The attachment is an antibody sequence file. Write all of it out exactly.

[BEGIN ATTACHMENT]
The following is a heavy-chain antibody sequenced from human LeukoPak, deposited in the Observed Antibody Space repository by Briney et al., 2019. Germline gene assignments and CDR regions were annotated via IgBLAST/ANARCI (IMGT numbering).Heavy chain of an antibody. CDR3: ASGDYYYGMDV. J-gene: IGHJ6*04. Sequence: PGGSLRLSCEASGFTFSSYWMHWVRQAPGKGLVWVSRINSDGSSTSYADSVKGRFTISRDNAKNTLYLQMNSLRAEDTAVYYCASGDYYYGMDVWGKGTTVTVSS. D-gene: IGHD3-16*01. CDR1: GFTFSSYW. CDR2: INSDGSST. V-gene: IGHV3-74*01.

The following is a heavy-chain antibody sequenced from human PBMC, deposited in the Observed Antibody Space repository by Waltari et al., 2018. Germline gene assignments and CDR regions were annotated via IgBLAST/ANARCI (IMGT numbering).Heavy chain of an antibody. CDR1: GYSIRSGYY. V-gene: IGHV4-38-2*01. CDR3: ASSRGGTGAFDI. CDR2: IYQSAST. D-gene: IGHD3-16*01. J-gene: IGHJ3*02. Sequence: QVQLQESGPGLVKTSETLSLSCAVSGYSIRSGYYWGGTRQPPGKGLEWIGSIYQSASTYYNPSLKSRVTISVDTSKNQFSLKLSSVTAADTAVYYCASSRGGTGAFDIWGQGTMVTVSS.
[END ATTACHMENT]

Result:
The following is a heavy-chain antibody sequenced from human LeukoPak, deposited in the Observed Antibody Space repository by Briney et al., 2019. Germline gene assignments and CDR regions were annotated via IgBLAST/ANARCI (IMGT numbering).Heavy chain of an antibody. CDR3: ASGDYYYGMDV. J-gene: IGHJ6*04. Sequence: PGGSLRLSCEASGFTFSSYWMHWVRQAPGKGLVWVSRINSDGSSTSYADSVKGRFTISRDNAKNTLYLQMNSLRAEDTAVYYCASGDYYYGMDVWGKGTTVTVSS. D-gene: IGHD3-16*01. CDR1: GFTFSSYW. CDR2: INSDGSST. V-gene: IGHV3-74*01.

The following is a heavy-chain antibody sequenced from human PBMC, deposited in the Observed Antibody Space repository by Waltari et al., 2018. Germline gene assignments and CDR regions were annotated via IgBLAST/ANARCI (IMGT numbering).Heavy chain of an antibody. CDR1: GYSIRSGYY. V-gene: IGHV4-38-2*01. CDR3: ASSRGGTGAFDI. CDR2: IYQSAST. D-gene: IGHD3-16*01. J-gene: IGHJ3*02. Sequence: QVQLQESGPGLVKTSETLSLSCAVSGYSIRSGYYWGGTRQPPGKGLEWIGSIYQSASTYYNPSLKSRVTISVDTSKNQFSLKLSSVTAADTAVYYCASSRGGTGAFDIWGQGTMVTVSS.